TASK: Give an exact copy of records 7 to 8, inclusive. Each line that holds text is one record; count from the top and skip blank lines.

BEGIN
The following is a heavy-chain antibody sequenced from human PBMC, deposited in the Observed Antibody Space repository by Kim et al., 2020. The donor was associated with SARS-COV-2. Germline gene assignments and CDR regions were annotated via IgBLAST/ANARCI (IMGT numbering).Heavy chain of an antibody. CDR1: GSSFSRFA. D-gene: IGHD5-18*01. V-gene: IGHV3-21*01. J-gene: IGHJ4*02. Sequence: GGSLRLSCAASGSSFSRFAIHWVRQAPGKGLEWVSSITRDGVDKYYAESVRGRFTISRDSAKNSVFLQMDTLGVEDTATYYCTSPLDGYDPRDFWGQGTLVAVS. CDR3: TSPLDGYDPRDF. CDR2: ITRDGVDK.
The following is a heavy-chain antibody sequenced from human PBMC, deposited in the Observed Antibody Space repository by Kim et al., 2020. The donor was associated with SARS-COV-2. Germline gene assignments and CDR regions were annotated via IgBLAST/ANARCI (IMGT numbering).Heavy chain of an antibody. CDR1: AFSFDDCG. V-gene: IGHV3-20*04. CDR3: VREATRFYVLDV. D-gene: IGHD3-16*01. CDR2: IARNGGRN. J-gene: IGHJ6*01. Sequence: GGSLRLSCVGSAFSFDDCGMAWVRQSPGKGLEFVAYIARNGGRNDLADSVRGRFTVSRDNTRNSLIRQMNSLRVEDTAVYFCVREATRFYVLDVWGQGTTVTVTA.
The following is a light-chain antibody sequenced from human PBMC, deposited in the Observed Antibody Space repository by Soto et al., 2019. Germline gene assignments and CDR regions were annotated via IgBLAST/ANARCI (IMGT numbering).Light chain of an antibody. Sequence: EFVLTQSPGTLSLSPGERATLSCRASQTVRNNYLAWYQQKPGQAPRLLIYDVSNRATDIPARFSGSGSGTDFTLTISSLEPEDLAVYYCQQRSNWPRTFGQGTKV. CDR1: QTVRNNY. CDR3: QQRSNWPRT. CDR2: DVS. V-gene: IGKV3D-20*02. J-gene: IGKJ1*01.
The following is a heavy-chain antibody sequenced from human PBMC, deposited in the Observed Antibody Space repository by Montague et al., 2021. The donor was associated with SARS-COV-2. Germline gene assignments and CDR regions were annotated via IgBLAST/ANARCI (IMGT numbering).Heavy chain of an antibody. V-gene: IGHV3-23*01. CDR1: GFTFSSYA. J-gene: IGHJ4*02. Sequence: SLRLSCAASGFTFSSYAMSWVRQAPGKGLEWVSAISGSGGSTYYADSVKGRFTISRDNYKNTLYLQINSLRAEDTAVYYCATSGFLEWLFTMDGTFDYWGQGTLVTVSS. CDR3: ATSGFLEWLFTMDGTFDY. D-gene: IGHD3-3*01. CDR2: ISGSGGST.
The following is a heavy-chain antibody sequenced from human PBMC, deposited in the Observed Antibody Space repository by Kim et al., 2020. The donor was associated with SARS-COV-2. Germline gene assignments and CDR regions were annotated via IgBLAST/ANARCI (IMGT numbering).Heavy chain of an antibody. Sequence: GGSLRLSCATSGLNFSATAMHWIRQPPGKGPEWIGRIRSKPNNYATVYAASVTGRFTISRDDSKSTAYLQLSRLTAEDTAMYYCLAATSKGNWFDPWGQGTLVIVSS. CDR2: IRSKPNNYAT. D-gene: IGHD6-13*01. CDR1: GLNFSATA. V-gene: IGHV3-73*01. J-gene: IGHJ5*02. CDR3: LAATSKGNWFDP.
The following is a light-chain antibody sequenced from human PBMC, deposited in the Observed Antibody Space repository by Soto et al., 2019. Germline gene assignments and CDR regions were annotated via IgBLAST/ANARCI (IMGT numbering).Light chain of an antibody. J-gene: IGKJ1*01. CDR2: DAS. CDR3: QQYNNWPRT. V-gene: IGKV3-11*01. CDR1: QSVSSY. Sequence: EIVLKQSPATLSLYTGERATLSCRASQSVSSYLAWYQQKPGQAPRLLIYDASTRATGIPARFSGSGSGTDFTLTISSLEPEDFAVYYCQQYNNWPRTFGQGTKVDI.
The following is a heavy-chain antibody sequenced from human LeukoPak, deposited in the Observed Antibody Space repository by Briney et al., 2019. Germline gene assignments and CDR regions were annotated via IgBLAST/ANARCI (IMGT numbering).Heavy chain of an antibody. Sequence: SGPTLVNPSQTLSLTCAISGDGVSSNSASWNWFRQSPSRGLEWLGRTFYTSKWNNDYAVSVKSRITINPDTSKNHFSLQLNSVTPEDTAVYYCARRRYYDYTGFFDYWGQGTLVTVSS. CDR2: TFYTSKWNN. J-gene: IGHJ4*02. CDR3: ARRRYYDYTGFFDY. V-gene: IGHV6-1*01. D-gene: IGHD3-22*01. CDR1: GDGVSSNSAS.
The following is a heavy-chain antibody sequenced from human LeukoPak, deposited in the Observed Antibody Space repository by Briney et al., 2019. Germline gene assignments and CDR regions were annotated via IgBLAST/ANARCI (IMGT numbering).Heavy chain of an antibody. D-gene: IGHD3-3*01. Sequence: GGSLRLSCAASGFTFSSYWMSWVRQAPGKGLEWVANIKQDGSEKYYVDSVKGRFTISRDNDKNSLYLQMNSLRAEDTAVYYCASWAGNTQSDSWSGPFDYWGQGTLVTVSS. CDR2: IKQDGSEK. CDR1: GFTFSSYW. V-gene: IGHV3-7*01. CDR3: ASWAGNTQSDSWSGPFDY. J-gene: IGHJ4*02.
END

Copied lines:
The following is a heavy-chain antibody sequenced from human LeukoPak, deposited in the Observed Antibody Space repository by Briney et al., 2019. Germline gene assignments and CDR regions were annotated via IgBLAST/ANARCI (IMGT numbering).Heavy chain of an antibody. Sequence: SGPTLVNPSQTLSLTCAISGDGVSSNSASWNWFRQSPSRGLEWLGRTFYTSKWNNDYAVSVKSRITINPDTSKNHFSLQLNSVTPEDTAVYYCARRRYYDYTGFFDYWGQGTLVTVSS. CDR2: TFYTSKWNN. J-gene: IGHJ4*02. CDR3: ARRRYYDYTGFFDY. V-gene: IGHV6-1*01. D-gene: IGHD3-22*01. CDR1: GDGVSSNSAS.
The following is a heavy-chain antibody sequenced from human LeukoPak, deposited in the Observed Antibody Space repository by Briney et al., 2019. Germline gene assignments and CDR regions were annotated via IgBLAST/ANARCI (IMGT numbering).Heavy chain of an antibody. D-gene: IGHD3-3*01. Sequence: GGSLRLSCAASGFTFSSYWMSWVRQAPGKGLEWVANIKQDGSEKYYVDSVKGRFTISRDNDKNSLYLQMNSLRAEDTAVYYCASWAGNTQSDSWSGPFDYWGQGTLVTVSS. CDR2: IKQDGSEK. CDR1: GFTFSSYW. V-gene: IGHV3-7*01. CDR3: ASWAGNTQSDSWSGPFDY. J-gene: IGHJ4*02.